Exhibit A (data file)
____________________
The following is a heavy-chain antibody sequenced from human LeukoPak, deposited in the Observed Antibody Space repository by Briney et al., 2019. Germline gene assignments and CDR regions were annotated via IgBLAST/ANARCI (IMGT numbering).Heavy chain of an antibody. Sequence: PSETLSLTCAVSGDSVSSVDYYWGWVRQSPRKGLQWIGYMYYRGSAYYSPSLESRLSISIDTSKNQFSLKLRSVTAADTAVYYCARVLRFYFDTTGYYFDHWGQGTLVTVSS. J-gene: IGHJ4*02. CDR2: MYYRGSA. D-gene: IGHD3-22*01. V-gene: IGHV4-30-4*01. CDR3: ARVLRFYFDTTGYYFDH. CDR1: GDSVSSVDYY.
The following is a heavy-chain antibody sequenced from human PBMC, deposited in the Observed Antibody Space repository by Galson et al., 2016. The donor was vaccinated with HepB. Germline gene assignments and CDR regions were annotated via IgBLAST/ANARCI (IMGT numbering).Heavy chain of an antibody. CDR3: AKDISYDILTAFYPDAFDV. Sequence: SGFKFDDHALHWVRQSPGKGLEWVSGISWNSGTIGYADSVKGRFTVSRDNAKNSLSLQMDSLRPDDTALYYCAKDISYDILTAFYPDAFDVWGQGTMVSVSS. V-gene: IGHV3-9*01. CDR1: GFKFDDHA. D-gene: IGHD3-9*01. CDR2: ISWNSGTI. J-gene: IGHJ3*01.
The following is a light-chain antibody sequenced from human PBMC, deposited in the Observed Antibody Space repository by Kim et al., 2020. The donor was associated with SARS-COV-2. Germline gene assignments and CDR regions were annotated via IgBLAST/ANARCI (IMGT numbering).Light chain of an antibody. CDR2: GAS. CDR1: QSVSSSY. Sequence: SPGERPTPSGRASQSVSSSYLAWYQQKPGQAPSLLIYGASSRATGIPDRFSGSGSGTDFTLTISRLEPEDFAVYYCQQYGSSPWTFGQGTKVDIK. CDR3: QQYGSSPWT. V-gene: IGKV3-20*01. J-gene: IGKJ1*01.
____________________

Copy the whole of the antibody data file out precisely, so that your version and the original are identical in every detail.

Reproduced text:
The following is a heavy-chain antibody sequenced from human LeukoPak, deposited in the Observed Antibody Space repository by Briney et al., 2019. Germline gene assignments and CDR regions were annotated via IgBLAST/ANARCI (IMGT numbering).Heavy chain of an antibody. Sequence: PSETLSLTCAVSGDSVSSVDYYWGWVRQSPRKGLQWIGYMYYRGSAYYSPSLESRLSISIDTSKNQFSLKLRSVTAADTAVYYCARVLRFYFDTTGYYFDHWGQGTLVTVSS. J-gene: IGHJ4*02. CDR2: MYYRGSA. D-gene: IGHD3-22*01. V-gene: IGHV4-30-4*01. CDR3: ARVLRFYFDTTGYYFDH. CDR1: GDSVSSVDYY.
The following is a heavy-chain antibody sequenced from human PBMC, deposited in the Observed Antibody Space repository by Galson et al., 2016. The donor was vaccinated with HepB. Germline gene assignments and CDR regions were annotated via IgBLAST/ANARCI (IMGT numbering).Heavy chain of an antibody. CDR3: AKDISYDILTAFYPDAFDV. Sequence: SGFKFDDHALHWVRQSPGKGLEWVSGISWNSGTIGYADSVKGRFTVSRDNAKNSLSLQMDSLRPDDTALYYCAKDISYDILTAFYPDAFDVWGQGTMVSVSS. V-gene: IGHV3-9*01. CDR1: GFKFDDHA. D-gene: IGHD3-9*01. CDR2: ISWNSGTI. J-gene: IGHJ3*01.
The following is a light-chain antibody sequenced from human PBMC, deposited in the Observed Antibody Space repository by Kim et al., 2020. The donor was associated with SARS-COV-2. Germline gene assignments and CDR regions were annotated via IgBLAST/ANARCI (IMGT numbering).Light chain of an antibody. CDR2: GAS. CDR1: QSVSSSY. Sequence: SPGERPTPSGRASQSVSSSYLAWYQQKPGQAPSLLIYGASSRATGIPDRFSGSGSGTDFTLTISRLEPEDFAVYYCQQYGSSPWTFGQGTKVDIK. CDR3: QQYGSSPWT. V-gene: IGKV3-20*01. J-gene: IGKJ1*01.